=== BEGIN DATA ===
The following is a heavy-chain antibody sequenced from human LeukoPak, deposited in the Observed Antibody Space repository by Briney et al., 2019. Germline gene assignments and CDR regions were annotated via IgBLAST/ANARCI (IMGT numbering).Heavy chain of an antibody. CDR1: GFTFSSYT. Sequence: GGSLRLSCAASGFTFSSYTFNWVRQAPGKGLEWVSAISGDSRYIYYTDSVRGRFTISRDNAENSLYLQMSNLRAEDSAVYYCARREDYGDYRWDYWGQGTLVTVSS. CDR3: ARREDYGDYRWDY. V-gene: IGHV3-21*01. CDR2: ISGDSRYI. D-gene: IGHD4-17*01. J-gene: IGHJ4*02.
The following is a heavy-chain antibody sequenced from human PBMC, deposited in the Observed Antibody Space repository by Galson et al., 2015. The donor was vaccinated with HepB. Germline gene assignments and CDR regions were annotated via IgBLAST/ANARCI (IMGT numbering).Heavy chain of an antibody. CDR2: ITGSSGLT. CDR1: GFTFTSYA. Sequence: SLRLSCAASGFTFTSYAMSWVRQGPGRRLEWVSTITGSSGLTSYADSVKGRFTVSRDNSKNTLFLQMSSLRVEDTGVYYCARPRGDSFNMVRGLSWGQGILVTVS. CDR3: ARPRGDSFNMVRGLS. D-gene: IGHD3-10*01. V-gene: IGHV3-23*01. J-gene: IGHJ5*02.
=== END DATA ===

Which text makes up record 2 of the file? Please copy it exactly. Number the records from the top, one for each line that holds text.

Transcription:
The following is a heavy-chain antibody sequenced from human PBMC, deposited in the Observed Antibody Space repository by Galson et al., 2015. The donor was vaccinated with HepB. Germline gene assignments and CDR regions were annotated via IgBLAST/ANARCI (IMGT numbering).Heavy chain of an antibody. CDR2: ITGSSGLT. CDR1: GFTFTSYA. Sequence: SLRLSCAASGFTFTSYAMSWVRQGPGRRLEWVSTITGSSGLTSYADSVKGRFTVSRDNSKNTLFLQMSSLRVEDTGVYYCARPRGDSFNMVRGLSWGQGILVTVS. CDR3: ARPRGDSFNMVRGLS. D-gene: IGHD3-10*01. V-gene: IGHV3-23*01. J-gene: IGHJ5*02.